Ask your manager for 5 growth areas, so they can pick 1-2 that actually work

I always try to remember two golden rules of managers – they’re often busy juggling many problems unrelated to you, and they cannot read your mind. 

I have heard (and have also sometimes personally felt!) complaints like “my manager isn’t offering me the opportunities I want” or “my manager doesn’t get what I care about” or “I don’t care about my job” or “this company doesn’t support my growth”. These are both 1/ valid feelings I don’t want to pretend aren’t real and 2/ frequently unhelpful framings. Both are something you can directly improve with a little bit of honest communication. 

Your manager is not a mind reader. They are probably burdened (like you are!) with a metric ton of other problems. Your career growth doesn’t have to be more important than the severe incident they’re dealing with, but it sure needs to be loud enough to be noticed over the general din and business of an average month at your company. Tell your manager what you want. If they’re a phenomenal people manager, have the spare energy, and feel like taking a fun risk in a 1-1 sometime, they might call you out unprompted and guess at what would make you happier. But in all likelihood, they’re exhausted, they're dealing with something outside work with their kids/partner/parents, and/or they just aren’t sure enough to justify guessing at what you need. 

If you want to change your work or grow your skills, set aside explicit time in a 1-1 and give your manager a too-large set of things you are interested in improving/practicing/whatever. I like to say “5 skills I’d be willing to learn” as a rule of thumb. The point is your manager has their own universe of constraints they’re juggling – people, roadmaps, project deadlines, planning overhead, and a bunch of other reports’ interests to balance. Inevitably your list of 5 growth areas  will not all be realistic right now, and that’s okay. You come with several options, your boss counters with the subset of those that actually match with constraints of reality, and everyone leaves with a better understanding of your interests and a mutually beneficial outcome.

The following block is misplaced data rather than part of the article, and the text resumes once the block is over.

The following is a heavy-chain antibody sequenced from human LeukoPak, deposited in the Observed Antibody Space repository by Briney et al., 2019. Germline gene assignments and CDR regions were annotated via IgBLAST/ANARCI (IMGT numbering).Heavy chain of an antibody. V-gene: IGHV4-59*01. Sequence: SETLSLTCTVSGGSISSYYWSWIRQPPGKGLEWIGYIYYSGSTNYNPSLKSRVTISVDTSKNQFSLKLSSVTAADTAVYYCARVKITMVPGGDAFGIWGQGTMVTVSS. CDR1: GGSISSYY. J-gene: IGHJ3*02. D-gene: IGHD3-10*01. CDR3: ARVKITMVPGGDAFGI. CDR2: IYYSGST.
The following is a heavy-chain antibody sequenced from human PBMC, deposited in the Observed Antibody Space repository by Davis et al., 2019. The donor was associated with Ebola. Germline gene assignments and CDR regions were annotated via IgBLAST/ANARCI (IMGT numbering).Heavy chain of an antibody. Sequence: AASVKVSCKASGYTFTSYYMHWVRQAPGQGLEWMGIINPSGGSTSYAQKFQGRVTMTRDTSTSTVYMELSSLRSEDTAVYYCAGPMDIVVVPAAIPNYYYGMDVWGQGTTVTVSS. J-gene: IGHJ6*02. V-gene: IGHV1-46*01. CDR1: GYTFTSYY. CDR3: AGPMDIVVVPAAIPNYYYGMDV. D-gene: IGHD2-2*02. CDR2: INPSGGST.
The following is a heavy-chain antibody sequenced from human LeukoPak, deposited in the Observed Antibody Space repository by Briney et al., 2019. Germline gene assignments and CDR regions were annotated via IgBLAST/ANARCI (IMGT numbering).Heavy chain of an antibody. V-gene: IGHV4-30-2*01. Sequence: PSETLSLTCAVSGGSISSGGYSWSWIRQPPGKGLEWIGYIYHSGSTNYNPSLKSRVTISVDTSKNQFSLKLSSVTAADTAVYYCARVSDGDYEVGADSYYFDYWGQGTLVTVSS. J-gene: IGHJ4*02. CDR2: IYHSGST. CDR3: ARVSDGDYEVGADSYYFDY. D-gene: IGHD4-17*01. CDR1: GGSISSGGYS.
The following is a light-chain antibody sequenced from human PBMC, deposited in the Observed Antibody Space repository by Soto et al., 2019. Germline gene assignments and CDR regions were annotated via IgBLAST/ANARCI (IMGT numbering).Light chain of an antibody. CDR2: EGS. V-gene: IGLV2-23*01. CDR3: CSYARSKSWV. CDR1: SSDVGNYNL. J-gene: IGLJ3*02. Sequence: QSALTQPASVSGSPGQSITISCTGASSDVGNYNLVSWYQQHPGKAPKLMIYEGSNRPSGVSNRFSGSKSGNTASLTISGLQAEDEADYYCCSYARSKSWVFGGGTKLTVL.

Bonus points for making sure you tie the skills to specific behaviors or roles. Recently I did this for myself – I wanted to absorb and learn more of Stripe’s secret sauce for building and releasing great product APIs, and concretely proposed that I get more involved in the approval process for APIs. Being specific makes it that much easier for your manager to understand how to help you, and has the bonus of you getting to name your (ideal) instantiation of the skill.

A company (at least a growing/expanding company like Stripe) is always looking for people to step up and handle more. If that’s interesting to you, help your manager help you by explicitly listing what you’d like, giving a few extra options for flexibility, and accepting that your manager has their own constraints to respect. The outcome should at minimum be a better “mental model of what you want” for your boss, and very likely a good project/role match for you.

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